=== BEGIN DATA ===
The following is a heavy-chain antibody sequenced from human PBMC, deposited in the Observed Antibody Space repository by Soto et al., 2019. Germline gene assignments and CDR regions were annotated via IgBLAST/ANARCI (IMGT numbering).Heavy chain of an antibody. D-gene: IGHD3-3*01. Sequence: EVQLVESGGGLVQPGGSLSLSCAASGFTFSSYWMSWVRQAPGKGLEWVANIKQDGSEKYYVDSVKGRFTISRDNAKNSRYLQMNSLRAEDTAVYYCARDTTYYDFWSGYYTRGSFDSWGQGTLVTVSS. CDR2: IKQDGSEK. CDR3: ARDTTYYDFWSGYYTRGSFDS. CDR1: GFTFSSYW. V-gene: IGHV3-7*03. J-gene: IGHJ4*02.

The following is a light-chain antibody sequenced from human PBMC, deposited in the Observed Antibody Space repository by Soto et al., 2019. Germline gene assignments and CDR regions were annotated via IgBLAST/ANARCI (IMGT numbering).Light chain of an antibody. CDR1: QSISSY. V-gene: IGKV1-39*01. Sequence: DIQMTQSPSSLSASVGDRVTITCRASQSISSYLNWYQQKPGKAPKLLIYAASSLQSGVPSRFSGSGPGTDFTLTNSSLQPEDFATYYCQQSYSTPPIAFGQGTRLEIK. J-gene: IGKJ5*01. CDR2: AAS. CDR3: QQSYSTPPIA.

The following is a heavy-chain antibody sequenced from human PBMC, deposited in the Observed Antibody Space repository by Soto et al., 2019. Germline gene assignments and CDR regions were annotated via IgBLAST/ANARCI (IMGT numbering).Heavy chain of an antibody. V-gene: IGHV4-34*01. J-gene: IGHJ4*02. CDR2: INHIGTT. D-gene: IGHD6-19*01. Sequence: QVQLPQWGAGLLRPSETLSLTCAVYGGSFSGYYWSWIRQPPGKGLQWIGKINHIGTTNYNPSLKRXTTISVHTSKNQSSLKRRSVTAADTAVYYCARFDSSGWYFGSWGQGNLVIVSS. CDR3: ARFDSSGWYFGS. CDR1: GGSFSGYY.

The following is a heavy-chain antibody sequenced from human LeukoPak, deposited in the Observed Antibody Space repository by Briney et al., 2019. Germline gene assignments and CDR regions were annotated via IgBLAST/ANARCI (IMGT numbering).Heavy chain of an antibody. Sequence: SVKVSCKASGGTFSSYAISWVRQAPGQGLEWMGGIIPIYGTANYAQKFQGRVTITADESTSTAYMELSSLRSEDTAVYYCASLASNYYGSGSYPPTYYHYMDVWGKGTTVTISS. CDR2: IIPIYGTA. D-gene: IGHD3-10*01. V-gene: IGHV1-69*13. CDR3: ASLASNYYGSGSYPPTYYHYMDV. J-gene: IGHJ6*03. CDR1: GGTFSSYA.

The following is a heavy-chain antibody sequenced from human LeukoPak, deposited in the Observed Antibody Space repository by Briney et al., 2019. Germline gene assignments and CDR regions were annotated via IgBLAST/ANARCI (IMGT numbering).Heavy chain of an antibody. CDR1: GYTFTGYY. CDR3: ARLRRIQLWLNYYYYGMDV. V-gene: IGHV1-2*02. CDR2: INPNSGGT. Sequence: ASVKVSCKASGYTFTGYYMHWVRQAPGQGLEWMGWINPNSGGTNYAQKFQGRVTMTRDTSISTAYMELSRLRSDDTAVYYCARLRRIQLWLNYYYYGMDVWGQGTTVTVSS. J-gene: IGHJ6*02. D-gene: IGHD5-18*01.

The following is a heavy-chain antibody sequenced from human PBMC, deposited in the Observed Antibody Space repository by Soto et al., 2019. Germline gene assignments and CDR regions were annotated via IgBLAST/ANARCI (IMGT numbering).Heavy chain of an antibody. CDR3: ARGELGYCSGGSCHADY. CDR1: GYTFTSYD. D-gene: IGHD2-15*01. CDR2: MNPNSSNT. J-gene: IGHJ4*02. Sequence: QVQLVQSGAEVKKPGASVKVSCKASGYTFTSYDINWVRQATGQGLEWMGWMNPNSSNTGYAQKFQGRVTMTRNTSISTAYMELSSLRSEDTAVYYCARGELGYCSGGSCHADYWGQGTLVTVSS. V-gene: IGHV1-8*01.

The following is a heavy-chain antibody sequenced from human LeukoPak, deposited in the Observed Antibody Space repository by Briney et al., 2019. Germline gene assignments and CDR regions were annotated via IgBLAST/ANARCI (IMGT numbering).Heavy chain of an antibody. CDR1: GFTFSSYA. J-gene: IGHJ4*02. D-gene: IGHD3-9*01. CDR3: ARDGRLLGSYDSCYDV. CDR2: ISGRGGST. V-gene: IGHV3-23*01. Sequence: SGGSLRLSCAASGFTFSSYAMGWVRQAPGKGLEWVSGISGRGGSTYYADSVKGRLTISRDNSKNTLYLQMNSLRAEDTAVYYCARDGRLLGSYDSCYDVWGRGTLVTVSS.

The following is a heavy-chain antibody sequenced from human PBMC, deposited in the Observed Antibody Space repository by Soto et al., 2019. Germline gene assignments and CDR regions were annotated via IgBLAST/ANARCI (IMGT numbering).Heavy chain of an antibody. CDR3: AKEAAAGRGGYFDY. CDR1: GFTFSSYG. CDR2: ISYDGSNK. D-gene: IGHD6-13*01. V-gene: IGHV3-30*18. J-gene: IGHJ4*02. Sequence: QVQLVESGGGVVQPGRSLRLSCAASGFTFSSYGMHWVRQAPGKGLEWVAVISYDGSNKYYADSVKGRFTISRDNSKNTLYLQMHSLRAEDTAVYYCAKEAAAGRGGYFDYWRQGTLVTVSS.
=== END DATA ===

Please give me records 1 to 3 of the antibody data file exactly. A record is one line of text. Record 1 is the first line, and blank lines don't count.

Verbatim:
The following is a heavy-chain antibody sequenced from human PBMC, deposited in the Observed Antibody Space repository by Soto et al., 2019. Germline gene assignments and CDR regions were annotated via IgBLAST/ANARCI (IMGT numbering).Heavy chain of an antibody. D-gene: IGHD3-3*01. Sequence: EVQLVESGGGLVQPGGSLSLSCAASGFTFSSYWMSWVRQAPGKGLEWVANIKQDGSEKYYVDSVKGRFTISRDNAKNSRYLQMNSLRAEDTAVYYCARDTTYYDFWSGYYTRGSFDSWGQGTLVTVSS. CDR2: IKQDGSEK. CDR3: ARDTTYYDFWSGYYTRGSFDS. CDR1: GFTFSSYW. V-gene: IGHV3-7*03. J-gene: IGHJ4*02.

The following is a light-chain antibody sequenced from human PBMC, deposited in the Observed Antibody Space repository by Soto et al., 2019. Germline gene assignments and CDR regions were annotated via IgBLAST/ANARCI (IMGT numbering).Light chain of an antibody. CDR1: QSISSY. V-gene: IGKV1-39*01. Sequence: DIQMTQSPSSLSASVGDRVTITCRASQSISSYLNWYQQKPGKAPKLLIYAASSLQSGVPSRFSGSGPGTDFTLTNSSLQPEDFATYYCQQSYSTPPIAFGQGTRLEIK. J-gene: IGKJ5*01. CDR2: AAS. CDR3: QQSYSTPPIA.

The following is a heavy-chain antibody sequenced from human PBMC, deposited in the Observed Antibody Space repository by Soto et al., 2019. Germline gene assignments and CDR regions were annotated via IgBLAST/ANARCI (IMGT numbering).Heavy chain of an antibody. V-gene: IGHV4-34*01. J-gene: IGHJ4*02. CDR2: INHIGTT. D-gene: IGHD6-19*01. Sequence: QVQLPQWGAGLLRPSETLSLTCAVYGGSFSGYYWSWIRQPPGKGLQWIGKINHIGTTNYNPSLKRXTTISVHTSKNQSSLKRRSVTAADTAVYYCARFDSSGWYFGSWGQGNLVIVSS. CDR3: ARFDSSGWYFGS. CDR1: GGSFSGYY.